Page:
Coming out in tech: the story of an LGBT developer

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  • In this Belfast Pride Week, we are privileged to hear the story of Andrew Cunningham, who spoke to us about ‘coming out’, staying out and making it as a success as a developer with SaltDNA.

    Coming out was probably the scariest thing I have ever done in my life. Growing up, LGBT+ issues were never a topic of discussion. At home, I was asked about girlfriends and my life was expected to include a wife. In school, I was taught that a man marries a woman and any relations outside of that were a sin punishable by hell; a teacher even said that she would “just cry” if her child turned out to be gay - in the presence of an openly bisexual male in the class. The language that was used between these two worlds showed me that “queer” was wrong, embarrassing and considered lesser. In my final year of secondary school, I was greeted in technology classes with a derogatory term by a class member so often that I’d considered writing a big G-A-Y on my forehead to save him the bother of having to use his voice. However, my fringe at the time was too long and it would have been a waste of ink. 

    Because of all these things, it was understandable that I started to feel different and strange compared to those around me. I didn’t relate to all these ‘normal’ things that I was being told about, and this led to a feeling of isolation which after years developed into depression and anxiety.

    When I did eventually come out, it was a mixed bag of emotions.

    At first, my parents were not supportive; there were some hurtful words exchanged on the evening they found out and I came away a very broken kid with not much hope for the future. I was told various things: how my life would be incredibly difficult and that I would find it hard to get a job. I was to keep things under wraps.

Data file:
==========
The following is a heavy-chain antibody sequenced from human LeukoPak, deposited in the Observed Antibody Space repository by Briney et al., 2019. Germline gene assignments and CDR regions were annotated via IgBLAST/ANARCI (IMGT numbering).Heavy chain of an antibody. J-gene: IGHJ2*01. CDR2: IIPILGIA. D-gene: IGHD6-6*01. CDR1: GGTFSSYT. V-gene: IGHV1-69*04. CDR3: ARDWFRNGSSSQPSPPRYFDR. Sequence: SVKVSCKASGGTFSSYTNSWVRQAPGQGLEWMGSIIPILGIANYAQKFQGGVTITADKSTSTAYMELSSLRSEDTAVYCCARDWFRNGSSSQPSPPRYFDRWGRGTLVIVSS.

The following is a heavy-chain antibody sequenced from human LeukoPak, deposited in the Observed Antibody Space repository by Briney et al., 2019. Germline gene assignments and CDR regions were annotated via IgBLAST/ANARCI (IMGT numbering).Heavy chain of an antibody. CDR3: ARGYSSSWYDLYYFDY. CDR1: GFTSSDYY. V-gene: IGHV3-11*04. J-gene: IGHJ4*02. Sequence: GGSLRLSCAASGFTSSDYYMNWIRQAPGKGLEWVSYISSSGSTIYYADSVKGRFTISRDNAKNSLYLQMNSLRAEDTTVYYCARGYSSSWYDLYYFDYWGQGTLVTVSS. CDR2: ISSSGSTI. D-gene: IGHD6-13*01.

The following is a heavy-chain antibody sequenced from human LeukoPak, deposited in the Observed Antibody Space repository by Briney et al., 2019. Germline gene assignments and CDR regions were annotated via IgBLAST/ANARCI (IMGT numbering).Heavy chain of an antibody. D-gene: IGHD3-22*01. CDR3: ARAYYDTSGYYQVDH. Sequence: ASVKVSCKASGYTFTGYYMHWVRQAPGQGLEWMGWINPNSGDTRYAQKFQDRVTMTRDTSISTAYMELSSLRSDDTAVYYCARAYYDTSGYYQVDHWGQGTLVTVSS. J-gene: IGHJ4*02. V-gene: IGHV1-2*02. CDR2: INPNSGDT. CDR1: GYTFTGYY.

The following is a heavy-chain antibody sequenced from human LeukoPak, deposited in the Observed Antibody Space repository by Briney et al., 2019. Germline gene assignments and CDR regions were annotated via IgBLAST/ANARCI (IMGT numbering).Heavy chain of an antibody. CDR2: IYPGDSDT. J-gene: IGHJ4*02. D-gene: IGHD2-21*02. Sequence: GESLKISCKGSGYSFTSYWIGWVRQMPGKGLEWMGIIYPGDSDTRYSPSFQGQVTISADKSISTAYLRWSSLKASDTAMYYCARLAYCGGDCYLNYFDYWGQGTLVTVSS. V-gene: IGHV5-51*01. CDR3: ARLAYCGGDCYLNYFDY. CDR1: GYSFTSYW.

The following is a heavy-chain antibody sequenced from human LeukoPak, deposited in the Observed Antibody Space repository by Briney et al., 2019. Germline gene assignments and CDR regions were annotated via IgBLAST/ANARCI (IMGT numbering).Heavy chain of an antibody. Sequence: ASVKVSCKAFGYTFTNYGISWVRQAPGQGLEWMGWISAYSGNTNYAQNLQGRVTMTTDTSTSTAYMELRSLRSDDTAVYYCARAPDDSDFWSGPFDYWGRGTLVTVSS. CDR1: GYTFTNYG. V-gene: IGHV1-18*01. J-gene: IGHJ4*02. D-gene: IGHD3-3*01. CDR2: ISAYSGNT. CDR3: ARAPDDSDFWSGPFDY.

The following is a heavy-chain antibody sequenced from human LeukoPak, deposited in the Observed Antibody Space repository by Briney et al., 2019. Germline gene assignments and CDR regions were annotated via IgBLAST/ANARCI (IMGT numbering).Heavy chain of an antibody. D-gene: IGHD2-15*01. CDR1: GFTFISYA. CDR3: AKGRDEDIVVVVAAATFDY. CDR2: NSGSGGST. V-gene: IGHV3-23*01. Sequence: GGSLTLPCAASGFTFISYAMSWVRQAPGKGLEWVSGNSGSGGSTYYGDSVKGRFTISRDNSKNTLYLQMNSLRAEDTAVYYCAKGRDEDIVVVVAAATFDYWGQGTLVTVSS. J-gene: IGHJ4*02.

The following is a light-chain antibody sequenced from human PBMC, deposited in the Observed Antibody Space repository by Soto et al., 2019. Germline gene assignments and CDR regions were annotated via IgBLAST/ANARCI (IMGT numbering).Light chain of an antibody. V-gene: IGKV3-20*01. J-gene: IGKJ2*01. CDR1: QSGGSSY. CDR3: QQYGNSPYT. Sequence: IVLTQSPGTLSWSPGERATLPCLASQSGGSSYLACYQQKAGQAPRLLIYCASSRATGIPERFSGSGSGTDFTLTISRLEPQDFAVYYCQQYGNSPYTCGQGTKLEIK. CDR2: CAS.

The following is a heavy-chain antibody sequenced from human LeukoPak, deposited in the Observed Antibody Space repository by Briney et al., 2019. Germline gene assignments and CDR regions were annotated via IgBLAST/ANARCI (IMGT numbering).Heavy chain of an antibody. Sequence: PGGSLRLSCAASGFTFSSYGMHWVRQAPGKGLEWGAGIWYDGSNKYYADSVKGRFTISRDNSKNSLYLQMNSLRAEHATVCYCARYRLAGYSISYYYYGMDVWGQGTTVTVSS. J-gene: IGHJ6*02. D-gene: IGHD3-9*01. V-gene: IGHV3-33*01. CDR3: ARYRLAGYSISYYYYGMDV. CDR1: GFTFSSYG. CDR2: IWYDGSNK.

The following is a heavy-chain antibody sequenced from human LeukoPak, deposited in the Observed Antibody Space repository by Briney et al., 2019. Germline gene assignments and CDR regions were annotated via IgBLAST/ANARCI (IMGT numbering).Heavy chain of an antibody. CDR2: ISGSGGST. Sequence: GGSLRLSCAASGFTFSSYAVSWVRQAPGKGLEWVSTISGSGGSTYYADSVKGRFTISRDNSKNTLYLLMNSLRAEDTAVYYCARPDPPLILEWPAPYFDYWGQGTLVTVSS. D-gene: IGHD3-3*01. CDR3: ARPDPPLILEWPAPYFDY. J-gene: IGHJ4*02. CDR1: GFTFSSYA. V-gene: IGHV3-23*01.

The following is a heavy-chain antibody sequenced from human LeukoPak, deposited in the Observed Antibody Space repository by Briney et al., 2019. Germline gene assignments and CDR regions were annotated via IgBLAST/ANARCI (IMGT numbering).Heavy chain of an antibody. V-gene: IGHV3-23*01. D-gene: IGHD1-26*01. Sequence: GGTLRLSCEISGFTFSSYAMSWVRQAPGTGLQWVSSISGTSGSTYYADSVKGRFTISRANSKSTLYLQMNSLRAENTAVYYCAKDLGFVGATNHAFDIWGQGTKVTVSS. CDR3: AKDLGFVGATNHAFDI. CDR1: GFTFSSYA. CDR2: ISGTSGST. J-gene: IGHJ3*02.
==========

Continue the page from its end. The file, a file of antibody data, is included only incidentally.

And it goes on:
Of course, my parents and I have now spoken about this evening and how their words came from a place of fear. As misguided as the words were, they wanted to protect me. Having seen how LGBT+ people had been treated when they were growing up, and considering how they had been raised, they feared the worst for me. All is forgiven and my parents are my biggest supporters, always there to offer me advice and guidance when I need it. My dad even came with me to an Equal Marriage rally with a pride flag in hand, something my younger self would NEVER have dreamed of. Fortunately, it didn’t faze any of my friends; if anything, they were annoyed I hadn’t told them sooner to save me from feeling so low. 

    Despite things turning out a lot better than what I had expected, I always carried insecurity about how my future would pan out and whether being LGBT+ would hold me back. I am glad to report that it hasn’t done a thing. 

    I am currently going into the final year of my Master’s degree in Software and Electronic Systems Engineering at QUB, and I have just passed the two-and-a-half-year mark in my software engineering job with SaltDNA in Belfast (all while being out of the closet). It took me a good few years after finishing school to become comfortable with myself and my abilities, but I have been so thankful to have had such supportive and encouraging colleagues in both university and work. 

    Soon after starting my job with SaltDNA, it became very clear to me that my sexuality was completely irrelevant to the success of my career. At the work Christmas dinner (which ended up in the Kremlin), I told a co-worker about how I thought people wouldn’t take me seriously in the job if they knew about me. I was told very politely to “wise up” because it meant nothing. And two years later, I can confirm that. Without them really knowing it, the SaltDNA team have been a massive help to me shedding a lot of my closeted fears. 

    Given our current education system, our lack of equal marriage and age-old political problems it can be difficult to look past and see that everyone else has moved on. This country has moved, and is moving, in the right direction and it is important to know that being LGBT+ isn’t an issue for the majority of our population.

    Yes, we have a few more hurdles to jump over, but we aren’t alone as we sometimes think we are. Many people before us have fought very hard for our LGBT+ rights, and we ought to remember and be thankful for the work they have done.

    This Pride, know that you are so much more than just one of the LGBT+ letters, but also that you should never be ashamed or embarrassed that you belong to this incredibly diverse and loving group.

    Happy Belfast Pride folks!

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